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Kedric Golston Is Enjoying Full-Time Fatherhood, And Using Sports To Teach Life Lessons


It's been two years since Kedric Golston suited up for an NFL game, but the former Redskins defensive lineman hasn't lamented or regretted his time away from the field. Instead, he's been inserting himself into the fulfilling role of being a father, which eluded him for six months of each year playing football.

That adds up over 11 career seasons, all of which were spent in Washington, and so Golston smiles when he thinks about the opportunities that he's been afforded with his four kids, Tori (20), Kedric Jr. (11), Kaden (9) and Lola (7).

"I wasn't able to go to all their practices, all their games, I wasn't able to coach their teams, I wasn't able to go to weekend tournaments," Golston said last week at FedExField, celebrating the Washington Redskins Charitable Foundation's new relationship with the Embassy of Qatar.

"It's just a different mindset – you have to wake up before a game on Thanksgiving, versus 'Hey, we're frying turkeys,' so I'm just really enjoying every single day, man, looking forward to what the future holds."

A countdown of the top-10 images of defensive lineman Kedric Golston during the 2014 season.

For now, the immediate future means continuing to run a real estate company with his wife, who's been the owner for the past 11 years. Further down the road, though, Golston could see himself continuing to coach youth sports, which he currently does for his two boys, Kedric Jr. and Kaden. They both play football, something that "gets them off Fortnite," Golston jokes, though he does make sure they're playing with the right supervision.

"I'm a huge proponent of proper coaching, proper technique, heads-up tackling and just trying to put them in a situation where if they want to do something for them to be successful at it, and safe at I," Golston said. "And ultimately, that's what it's all about. Nobody really wants to see their kids hurt, but I also can't wrap them in bubble wrap."

His sons two years apart, Golston splits time helping out each team, playing the "orange slicer" with other dads. The experience has opened his eyes to the world of youth sports, and allowed him to remember the importance they have in kids' lives beyond the winning and losing.

"Most parents just want the best for their kids and they know the best for their kids, and it's a balancing act," he said. "You don't want your kid to accept less than what they're capable of, but you don't want them to get discouraged. So that communication is the key, and a lot of times people only see the coach yelling and they don't see the instruction. I think there are a lot of great coaches across the country, male and female coaches, that are doing a great job investing their time in these kids, to give them a great experience and teach them some life lessons."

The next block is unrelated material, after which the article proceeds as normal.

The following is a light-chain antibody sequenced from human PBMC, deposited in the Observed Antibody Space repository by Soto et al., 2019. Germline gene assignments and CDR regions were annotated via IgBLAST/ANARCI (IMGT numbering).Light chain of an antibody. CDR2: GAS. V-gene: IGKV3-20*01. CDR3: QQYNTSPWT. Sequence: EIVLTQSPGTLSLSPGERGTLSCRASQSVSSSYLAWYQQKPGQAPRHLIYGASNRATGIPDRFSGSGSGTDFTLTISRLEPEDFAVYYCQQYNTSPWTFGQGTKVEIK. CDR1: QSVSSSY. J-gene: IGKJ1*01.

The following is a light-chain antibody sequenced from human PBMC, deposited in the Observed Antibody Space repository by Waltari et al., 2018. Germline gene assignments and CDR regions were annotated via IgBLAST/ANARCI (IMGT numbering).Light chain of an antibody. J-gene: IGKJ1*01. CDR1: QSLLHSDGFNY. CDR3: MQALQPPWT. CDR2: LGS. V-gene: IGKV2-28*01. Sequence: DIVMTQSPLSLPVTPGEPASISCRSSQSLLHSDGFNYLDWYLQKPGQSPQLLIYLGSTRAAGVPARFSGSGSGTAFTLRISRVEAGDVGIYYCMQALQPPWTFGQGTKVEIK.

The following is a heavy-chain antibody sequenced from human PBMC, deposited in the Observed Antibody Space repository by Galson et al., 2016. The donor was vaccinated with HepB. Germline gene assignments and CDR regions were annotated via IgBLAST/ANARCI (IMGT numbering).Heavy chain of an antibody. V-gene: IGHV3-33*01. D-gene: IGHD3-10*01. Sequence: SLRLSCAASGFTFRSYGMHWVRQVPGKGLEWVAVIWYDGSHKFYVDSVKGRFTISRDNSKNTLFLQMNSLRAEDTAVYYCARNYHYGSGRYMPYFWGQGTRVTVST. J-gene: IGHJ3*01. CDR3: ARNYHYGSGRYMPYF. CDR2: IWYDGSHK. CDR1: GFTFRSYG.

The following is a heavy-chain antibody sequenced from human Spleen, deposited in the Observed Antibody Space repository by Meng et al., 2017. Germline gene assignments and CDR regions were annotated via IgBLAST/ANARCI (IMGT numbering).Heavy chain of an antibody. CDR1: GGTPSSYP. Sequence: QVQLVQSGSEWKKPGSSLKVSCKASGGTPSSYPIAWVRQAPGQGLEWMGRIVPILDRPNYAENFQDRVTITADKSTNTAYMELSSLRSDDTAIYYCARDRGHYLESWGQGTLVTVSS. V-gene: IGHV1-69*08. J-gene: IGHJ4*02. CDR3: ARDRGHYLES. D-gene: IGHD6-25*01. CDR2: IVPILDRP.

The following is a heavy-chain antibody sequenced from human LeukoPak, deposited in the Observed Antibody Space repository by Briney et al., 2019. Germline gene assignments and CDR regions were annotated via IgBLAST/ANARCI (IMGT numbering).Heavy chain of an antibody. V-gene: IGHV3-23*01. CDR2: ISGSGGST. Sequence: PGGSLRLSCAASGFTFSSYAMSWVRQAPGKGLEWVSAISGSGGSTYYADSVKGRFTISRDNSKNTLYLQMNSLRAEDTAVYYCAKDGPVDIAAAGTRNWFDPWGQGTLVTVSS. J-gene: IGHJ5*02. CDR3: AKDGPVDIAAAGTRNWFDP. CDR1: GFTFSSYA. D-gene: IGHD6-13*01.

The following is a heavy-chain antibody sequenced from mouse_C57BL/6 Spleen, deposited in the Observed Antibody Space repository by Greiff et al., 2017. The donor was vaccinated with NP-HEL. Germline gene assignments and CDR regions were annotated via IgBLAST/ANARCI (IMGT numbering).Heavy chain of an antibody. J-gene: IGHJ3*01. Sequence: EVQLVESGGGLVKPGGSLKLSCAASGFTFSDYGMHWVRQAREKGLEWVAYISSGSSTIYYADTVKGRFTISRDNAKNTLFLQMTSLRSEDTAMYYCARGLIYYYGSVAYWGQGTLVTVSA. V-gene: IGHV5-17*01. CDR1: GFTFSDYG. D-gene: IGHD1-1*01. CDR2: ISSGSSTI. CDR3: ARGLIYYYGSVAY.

"There are a lot of issues with youth sports," Golston added. "Sports are so important because [they] teach life lessons. So I'm all about the two things that you can control in life -- your attitude and your effort. Whether that's you working nine to five or that's you running wind sprints. Those are the things that you can control, so I don't necessarily focus on the end result. I just want you to do your best and have a great attitude about it. I think no matter if you're a Hall of Famer, or you're an entrepreneur, or you volunteer your time away, those two things will carry you in life."

Naturally, Goslton will soon be faced with the decision to enroll his kids into AAU leagues, which cost more money and have become criticized for specializing participants into one sport year-round at an early age. He sees the opportunity as one to compete at a high level and experience the trials that come with winning and losing on a bigger stage.

"Just to be able to travel and play sports, and just learn that it's not always going to work out the way you think it might work out," Golston said. "Sometimes you have to be able to deal with disappointment in life. So sports gives you the highs, gives you the lows. When you're not having your best day you still have to go to practice, you still have to do all those things. And for me, those are teachable moments, because it's not all about winning.

"We want to win, we're working to win, but those teachable moments along the process will help the young men, the young women, and do the best for their life."

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